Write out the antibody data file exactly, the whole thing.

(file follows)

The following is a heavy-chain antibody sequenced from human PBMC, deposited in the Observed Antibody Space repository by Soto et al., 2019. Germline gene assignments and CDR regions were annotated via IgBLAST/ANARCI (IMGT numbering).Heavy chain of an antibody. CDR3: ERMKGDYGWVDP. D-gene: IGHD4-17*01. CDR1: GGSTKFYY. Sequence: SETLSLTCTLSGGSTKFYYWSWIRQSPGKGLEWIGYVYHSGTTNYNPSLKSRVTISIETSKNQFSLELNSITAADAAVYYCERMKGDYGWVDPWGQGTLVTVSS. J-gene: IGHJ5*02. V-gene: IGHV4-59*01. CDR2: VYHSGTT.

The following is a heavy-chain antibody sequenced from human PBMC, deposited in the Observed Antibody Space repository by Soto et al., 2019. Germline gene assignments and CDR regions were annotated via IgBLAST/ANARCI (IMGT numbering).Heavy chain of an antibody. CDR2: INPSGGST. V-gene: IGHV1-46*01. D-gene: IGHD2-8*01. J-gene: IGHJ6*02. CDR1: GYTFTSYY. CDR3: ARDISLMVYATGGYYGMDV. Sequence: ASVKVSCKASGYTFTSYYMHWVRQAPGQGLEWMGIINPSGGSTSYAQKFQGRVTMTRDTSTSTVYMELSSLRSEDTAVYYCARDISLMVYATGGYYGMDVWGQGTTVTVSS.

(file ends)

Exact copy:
The following is a heavy-chain antibody sequenced from human PBMC, deposited in the Observed Antibody Space repository by Soto et al., 2019. Germline gene assignments and CDR regions were annotated via IgBLAST/ANARCI (IMGT numbering).Heavy chain of an antibody. CDR3: ERMKGDYGWVDP. D-gene: IGHD4-17*01. CDR1: GGSTKFYY. Sequence: SETLSLTCTLSGGSTKFYYWSWIRQSPGKGLEWIGYVYHSGTTNYNPSLKSRVTISIETSKNQFSLELNSITAADAAVYYCERMKGDYGWVDPWGQGTLVTVSS. J-gene: IGHJ5*02. V-gene: IGHV4-59*01. CDR2: VYHSGTT.

The following is a heavy-chain antibody sequenced from human PBMC, deposited in the Observed Antibody Space repository by Soto et al., 2019. Germline gene assignments and CDR regions were annotated via IgBLAST/ANARCI (IMGT numbering).Heavy chain of an antibody. CDR2: INPSGGST. V-gene: IGHV1-46*01. D-gene: IGHD2-8*01. J-gene: IGHJ6*02. CDR1: GYTFTSYY. CDR3: ARDISLMVYATGGYYGMDV. Sequence: ASVKVSCKASGYTFTSYYMHWVRQAPGQGLEWMGIINPSGGSTSYAQKFQGRVTMTRDTSTSTVYMELSSLRSEDTAVYYCARDISLMVYATGGYYGMDVWGQGTTVTVSS.